California man receives prison in credit card fraud
Minden, Nev. — A California man, who admitted Tuesday he has been in prison five times and has been an addict all his life, was sentenced to 24-60 months in Nevada prison.
Scott Michael Westman, 45, told District Judge Tod Young that he’d been clean for nine years and was nearly done with his bachelor’s degree in sociology when he had trouble with statistics.
“I didn’t pass statistics and I decided to use drugs,” he said.
Attorney Matthew Ence said Westman had been sentenced in Carson City in connection with the same scheme, in which he used a forged credit card to purchase $3,834 in bicycle equipment from a Gardnerville shop in 2013.
He pleaded guilty to one count of burglary in Douglas County District Court before going to Carson City to face similar charges there.
Westman is in the custody of the Nevada Department of Corrections. He is due for his first parole hearing on the Carson case slightly more than a year from now, Ence said.
Young gave Westman concurrent time for the incident in Douglas County, saying the letters he’d received from family members made the difference.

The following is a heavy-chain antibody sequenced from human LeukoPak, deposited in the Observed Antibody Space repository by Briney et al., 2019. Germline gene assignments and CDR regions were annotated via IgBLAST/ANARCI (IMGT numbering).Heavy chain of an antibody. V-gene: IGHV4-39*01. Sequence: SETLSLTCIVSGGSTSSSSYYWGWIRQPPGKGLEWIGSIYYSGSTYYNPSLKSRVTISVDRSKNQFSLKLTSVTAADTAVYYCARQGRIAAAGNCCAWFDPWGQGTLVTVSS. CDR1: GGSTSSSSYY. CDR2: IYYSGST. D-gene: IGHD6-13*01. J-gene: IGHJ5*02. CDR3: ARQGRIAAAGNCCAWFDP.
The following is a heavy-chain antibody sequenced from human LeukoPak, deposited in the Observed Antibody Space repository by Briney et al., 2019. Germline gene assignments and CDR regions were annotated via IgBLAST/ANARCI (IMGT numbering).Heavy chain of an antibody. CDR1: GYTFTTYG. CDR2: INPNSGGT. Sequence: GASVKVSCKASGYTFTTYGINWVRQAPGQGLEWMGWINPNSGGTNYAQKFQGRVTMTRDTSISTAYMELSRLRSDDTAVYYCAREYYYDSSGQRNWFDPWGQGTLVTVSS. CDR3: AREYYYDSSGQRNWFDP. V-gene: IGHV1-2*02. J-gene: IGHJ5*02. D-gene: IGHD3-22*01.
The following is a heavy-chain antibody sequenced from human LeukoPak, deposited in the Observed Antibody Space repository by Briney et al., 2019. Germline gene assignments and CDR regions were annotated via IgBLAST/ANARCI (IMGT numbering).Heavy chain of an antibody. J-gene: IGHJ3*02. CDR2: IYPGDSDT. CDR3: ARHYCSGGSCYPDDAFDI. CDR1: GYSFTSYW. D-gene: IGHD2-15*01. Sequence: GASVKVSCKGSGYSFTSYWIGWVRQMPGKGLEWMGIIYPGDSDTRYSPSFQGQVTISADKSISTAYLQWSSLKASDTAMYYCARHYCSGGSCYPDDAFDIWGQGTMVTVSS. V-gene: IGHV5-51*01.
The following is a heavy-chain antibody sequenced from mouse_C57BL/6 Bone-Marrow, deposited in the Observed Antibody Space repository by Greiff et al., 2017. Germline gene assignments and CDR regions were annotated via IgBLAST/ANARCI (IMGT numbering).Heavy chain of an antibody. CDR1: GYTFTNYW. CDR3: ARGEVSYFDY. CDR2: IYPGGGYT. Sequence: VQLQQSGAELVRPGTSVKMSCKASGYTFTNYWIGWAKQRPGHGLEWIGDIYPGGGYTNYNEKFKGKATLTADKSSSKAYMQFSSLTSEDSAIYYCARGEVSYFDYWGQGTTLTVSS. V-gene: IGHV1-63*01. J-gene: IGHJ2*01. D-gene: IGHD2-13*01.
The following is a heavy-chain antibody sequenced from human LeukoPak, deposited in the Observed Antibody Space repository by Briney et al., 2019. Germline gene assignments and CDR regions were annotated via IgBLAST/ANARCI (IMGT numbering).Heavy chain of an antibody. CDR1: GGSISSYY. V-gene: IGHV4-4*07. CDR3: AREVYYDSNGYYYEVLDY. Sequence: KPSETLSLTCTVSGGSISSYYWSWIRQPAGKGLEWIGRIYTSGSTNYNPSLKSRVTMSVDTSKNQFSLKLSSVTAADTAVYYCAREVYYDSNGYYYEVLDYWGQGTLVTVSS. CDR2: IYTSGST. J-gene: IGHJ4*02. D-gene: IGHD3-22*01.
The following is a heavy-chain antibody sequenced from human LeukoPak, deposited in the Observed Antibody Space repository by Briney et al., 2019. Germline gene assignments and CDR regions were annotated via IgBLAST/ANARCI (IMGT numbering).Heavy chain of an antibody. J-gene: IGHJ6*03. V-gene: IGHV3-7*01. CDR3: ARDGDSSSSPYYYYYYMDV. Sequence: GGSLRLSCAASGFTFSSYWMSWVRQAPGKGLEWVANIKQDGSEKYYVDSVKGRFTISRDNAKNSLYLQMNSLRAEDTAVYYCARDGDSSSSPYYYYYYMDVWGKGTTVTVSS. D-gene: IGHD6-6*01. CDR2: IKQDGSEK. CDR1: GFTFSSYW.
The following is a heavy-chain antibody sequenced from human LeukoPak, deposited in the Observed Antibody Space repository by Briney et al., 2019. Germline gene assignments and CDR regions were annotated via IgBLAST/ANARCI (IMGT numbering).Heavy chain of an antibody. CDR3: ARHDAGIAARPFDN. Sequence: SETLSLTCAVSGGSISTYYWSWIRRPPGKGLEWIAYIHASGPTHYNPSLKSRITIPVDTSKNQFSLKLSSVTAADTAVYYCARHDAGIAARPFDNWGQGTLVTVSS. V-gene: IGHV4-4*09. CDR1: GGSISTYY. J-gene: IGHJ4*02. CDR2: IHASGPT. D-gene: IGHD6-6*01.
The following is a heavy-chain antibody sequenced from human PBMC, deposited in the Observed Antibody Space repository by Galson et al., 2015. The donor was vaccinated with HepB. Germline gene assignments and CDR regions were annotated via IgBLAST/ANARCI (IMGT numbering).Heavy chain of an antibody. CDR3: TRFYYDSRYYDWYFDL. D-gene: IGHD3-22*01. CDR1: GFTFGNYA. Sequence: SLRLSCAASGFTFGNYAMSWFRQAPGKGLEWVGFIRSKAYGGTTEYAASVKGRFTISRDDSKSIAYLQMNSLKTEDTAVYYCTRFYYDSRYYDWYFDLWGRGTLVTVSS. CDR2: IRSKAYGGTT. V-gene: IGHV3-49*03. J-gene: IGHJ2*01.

“With a record like yours, it would not be unusual for you to spend 10 years in prison,” Young said.
Three different cases showing Westman had prior felonies in California were admitted in evidence. Because of the priors, Westman wasn’t eligible for probation.
Prosecutors in both Carson City and Douglas County agreed that Westman’s sentences should be served simultaneously. He was given credit for 347 days time served since his original arrest in California in April 4, 2014.
According to court documents, Westman has burglary convictions in California from 1993, 1996, 1998, 2000 and 2001.